Hackney police constable sacked after urging youth to make complaint about his colleague

Pc Clifford Fox with the memorial to Pc Tyler at Abney Park Cemetery. Picture: Polly Hancock

Pc Clifford Fox with the memorial to Pc Tyler at Abney Park Cemetery. Picture: Polly Hancock - Credit: Archant

A Hackney police constable has been dismissed without notice after “using his influence” to encourage a teenager to be interviewed without a lawyer present.

Clifford Fox also breached rules around confidentiality and respect by encouraging the boy to make a formal complaint against a police colleague, a disciplinary panel found on October 1.

Mr Fox denied breaching the standards of professional behaviour in respect of “authority, respect and courtesy”, “honesty and integrity”, “confidentiality” and “discreditable conduct”. But the Directorate of Professional Standards (DPS) upheld all the accusations against him and he was sacked last week.

The professional body decided Mr Fox had obtained, retained and disclosed evidence in a criminal investigation unlawfully and used bullying and harassing language and behaviour towards his colleague.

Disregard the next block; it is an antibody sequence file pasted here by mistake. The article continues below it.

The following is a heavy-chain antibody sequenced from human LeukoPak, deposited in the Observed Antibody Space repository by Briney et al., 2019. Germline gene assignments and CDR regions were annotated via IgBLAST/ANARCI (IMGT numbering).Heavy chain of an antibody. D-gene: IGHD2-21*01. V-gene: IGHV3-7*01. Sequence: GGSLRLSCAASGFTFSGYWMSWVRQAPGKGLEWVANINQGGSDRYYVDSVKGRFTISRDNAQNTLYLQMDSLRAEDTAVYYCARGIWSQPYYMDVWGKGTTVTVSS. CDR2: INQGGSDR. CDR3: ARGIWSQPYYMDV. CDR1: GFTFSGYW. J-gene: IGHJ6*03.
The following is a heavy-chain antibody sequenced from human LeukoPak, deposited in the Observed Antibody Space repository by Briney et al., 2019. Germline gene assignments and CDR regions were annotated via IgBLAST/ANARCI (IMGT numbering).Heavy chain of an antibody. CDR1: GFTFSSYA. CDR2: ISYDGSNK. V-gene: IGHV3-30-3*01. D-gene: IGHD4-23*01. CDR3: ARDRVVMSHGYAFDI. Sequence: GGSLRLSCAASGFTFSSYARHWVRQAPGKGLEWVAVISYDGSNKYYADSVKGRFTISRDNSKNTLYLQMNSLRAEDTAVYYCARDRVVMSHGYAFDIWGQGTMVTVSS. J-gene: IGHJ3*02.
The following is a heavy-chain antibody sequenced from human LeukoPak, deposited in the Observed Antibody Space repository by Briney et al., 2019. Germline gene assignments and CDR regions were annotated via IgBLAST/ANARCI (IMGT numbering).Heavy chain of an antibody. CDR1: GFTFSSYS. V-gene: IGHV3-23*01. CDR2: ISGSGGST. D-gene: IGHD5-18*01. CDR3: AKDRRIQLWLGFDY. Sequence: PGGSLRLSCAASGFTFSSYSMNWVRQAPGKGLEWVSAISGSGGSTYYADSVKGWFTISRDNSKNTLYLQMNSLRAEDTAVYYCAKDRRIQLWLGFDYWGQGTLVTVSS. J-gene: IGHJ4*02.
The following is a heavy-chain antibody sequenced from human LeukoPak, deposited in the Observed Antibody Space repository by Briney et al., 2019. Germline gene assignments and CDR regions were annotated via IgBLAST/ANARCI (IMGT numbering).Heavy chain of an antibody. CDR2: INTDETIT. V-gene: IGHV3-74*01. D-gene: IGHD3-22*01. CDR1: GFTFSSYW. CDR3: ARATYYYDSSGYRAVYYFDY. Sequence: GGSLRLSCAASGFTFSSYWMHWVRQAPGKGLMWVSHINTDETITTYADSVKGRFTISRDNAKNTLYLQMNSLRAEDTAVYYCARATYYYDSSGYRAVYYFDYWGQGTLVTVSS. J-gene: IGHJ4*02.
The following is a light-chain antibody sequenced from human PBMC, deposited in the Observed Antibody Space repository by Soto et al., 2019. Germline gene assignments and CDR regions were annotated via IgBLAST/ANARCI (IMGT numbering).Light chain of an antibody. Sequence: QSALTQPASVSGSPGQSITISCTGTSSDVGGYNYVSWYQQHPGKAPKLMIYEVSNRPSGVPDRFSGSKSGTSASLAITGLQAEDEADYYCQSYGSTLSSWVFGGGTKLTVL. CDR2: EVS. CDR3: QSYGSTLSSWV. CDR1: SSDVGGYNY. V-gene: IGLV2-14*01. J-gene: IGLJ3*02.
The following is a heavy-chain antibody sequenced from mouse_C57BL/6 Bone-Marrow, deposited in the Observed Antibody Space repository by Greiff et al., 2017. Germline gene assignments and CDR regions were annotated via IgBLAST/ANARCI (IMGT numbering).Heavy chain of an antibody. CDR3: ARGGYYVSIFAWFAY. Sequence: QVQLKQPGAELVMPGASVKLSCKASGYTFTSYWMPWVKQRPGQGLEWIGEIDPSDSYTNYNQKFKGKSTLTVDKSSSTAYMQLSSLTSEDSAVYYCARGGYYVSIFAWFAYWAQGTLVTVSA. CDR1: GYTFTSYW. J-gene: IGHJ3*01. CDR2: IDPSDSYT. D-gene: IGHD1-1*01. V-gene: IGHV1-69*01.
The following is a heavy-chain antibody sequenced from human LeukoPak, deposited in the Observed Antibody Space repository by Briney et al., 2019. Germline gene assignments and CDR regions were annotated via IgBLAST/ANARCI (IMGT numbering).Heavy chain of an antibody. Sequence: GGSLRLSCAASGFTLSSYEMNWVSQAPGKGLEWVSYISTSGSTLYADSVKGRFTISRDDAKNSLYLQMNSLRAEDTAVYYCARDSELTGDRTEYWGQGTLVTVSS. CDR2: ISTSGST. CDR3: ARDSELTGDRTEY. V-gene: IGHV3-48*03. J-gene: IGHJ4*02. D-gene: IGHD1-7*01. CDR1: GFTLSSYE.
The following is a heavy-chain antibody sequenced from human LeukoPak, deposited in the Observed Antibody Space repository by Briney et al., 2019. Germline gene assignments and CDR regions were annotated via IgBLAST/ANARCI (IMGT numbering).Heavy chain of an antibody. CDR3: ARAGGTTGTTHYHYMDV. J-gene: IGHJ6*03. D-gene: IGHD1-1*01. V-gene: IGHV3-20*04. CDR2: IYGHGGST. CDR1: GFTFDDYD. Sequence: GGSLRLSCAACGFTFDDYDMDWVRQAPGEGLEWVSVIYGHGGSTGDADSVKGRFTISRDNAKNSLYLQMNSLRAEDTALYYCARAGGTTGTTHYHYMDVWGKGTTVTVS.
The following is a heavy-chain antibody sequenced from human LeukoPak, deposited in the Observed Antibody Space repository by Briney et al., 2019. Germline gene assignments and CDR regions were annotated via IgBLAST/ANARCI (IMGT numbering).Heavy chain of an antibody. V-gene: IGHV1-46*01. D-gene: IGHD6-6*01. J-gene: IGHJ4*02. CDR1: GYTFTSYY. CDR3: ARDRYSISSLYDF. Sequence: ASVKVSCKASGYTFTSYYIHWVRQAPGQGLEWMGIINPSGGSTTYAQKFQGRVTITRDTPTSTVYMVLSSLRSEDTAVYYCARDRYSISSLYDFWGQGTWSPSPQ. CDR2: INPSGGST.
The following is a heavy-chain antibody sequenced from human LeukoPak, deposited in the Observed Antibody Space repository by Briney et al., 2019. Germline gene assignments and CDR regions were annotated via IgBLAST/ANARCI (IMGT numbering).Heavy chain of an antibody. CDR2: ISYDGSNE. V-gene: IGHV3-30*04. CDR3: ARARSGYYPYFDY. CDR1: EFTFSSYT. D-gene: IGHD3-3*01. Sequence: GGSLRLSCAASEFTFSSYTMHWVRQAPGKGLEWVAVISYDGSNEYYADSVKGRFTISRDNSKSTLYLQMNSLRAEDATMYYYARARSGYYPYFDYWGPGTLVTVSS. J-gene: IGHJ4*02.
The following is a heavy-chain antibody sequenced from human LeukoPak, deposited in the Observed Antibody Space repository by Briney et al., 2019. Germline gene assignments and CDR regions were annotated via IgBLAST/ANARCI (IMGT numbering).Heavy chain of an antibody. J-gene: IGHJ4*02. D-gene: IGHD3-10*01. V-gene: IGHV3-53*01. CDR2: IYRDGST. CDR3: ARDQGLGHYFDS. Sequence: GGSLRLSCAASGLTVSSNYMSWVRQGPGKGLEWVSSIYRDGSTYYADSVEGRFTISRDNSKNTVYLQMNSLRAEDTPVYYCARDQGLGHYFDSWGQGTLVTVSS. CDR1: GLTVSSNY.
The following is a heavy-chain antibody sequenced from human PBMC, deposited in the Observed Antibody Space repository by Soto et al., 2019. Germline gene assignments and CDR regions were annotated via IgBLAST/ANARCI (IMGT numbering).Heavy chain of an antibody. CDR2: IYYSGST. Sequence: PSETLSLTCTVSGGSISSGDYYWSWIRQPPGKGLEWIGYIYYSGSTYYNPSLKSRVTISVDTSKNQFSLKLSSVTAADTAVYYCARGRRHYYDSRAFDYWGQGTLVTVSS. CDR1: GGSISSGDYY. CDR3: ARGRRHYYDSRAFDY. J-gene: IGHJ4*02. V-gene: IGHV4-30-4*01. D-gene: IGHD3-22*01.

The ex-officer told the Gazette he “holds his hands up high” and admits that he didn’t deal with the incident – which dates back to February 2014 – through the right channels. But he insists he was acting in the child’s best interests.

Rather than notifying a supervisor or the DPS that his colleague at the Met “might have lied that the youth hit him in the face”, Mr Fox went straight to the boy’s family because he “didn’t know who to trust or where to go”.

He told the Gazette: “I put my head above the parapet, and I admit I disclosed information I shouldn’t have really given to a member of the public, but I did it all for the right reasons that injustice had been done on a boy. I may have been sacked, but I walk away with my head held high and I’m proud of what I did.”

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Mr Fox, who has served in the police force for 14 years, added: “My whole world came crumbling down on Monday [last week]. I was walked into a room and they took my tunic off me, and I was marched out the building. I don’t know what pay I’ve got coming to me, and had to come home and explain to my son and wife what’s happened. You are dumped on the scrap heap just like that.

“What I find ironic is they have to weigh up whether public confidence has been lost in the police by this officer’s actions before they sack you, and they concluded ‘yes’, my actions have.

“But my actions in the first place were to boost public confidence in the police.”

He plans to appeal the decision.

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